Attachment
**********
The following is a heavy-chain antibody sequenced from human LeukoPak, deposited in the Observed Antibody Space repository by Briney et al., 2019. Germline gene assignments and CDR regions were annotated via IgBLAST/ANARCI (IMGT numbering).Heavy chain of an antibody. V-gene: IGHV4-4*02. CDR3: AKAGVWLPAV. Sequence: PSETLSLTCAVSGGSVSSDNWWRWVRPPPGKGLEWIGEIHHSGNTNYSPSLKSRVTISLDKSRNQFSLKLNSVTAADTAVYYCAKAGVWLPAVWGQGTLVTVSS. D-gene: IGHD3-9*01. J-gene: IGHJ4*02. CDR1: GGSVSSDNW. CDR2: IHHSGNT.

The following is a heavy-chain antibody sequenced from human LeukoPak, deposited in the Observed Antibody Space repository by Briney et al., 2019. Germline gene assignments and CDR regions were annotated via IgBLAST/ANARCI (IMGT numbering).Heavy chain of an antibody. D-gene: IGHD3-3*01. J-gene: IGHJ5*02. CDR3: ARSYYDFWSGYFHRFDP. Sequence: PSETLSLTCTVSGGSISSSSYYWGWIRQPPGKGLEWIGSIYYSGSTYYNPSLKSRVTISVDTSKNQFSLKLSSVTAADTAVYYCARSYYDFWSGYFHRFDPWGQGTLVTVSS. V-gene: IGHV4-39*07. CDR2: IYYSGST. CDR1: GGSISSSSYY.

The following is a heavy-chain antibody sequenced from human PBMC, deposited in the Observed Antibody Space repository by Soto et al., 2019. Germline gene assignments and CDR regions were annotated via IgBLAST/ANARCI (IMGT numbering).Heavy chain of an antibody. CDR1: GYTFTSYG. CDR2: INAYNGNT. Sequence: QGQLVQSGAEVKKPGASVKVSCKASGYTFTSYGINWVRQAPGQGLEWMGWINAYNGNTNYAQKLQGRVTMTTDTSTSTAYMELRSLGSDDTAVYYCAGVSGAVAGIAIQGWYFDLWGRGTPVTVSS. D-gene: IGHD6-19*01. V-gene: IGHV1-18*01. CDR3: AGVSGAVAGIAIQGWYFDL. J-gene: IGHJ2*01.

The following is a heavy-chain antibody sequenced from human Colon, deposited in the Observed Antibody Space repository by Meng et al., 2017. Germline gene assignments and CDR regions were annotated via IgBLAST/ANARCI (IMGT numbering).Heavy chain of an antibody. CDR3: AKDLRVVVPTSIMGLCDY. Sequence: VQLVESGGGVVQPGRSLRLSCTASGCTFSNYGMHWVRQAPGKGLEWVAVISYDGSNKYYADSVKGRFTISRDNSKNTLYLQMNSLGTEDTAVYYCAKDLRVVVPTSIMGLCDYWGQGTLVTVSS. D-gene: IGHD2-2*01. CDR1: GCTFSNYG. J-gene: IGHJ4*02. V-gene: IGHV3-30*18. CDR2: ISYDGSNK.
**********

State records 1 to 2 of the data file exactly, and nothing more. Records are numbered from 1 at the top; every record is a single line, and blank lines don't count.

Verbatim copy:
The following is a heavy-chain antibody sequenced from human LeukoPak, deposited in the Observed Antibody Space repository by Briney et al., 2019. Germline gene assignments and CDR regions were annotated via IgBLAST/ANARCI (IMGT numbering).Heavy chain of an antibody. V-gene: IGHV4-4*02. CDR3: AKAGVWLPAV. Sequence: PSETLSLTCAVSGGSVSSDNWWRWVRPPPGKGLEWIGEIHHSGNTNYSPSLKSRVTISLDKSRNQFSLKLNSVTAADTAVYYCAKAGVWLPAVWGQGTLVTVSS. D-gene: IGHD3-9*01. J-gene: IGHJ4*02. CDR1: GGSVSSDNW. CDR2: IHHSGNT.

The following is a heavy-chain antibody sequenced from human LeukoPak, deposited in the Observed Antibody Space repository by Briney et al., 2019. Germline gene assignments and CDR regions were annotated via IgBLAST/ANARCI (IMGT numbering).Heavy chain of an antibody. D-gene: IGHD3-3*01. J-gene: IGHJ5*02. CDR3: ARSYYDFWSGYFHRFDP. Sequence: PSETLSLTCTVSGGSISSSSYYWGWIRQPPGKGLEWIGSIYYSGSTYYNPSLKSRVTISVDTSKNQFSLKLSSVTAADTAVYYCARSYYDFWSGYFHRFDPWGQGTLVTVSS. V-gene: IGHV4-39*07. CDR2: IYYSGST. CDR1: GGSISSSSYY.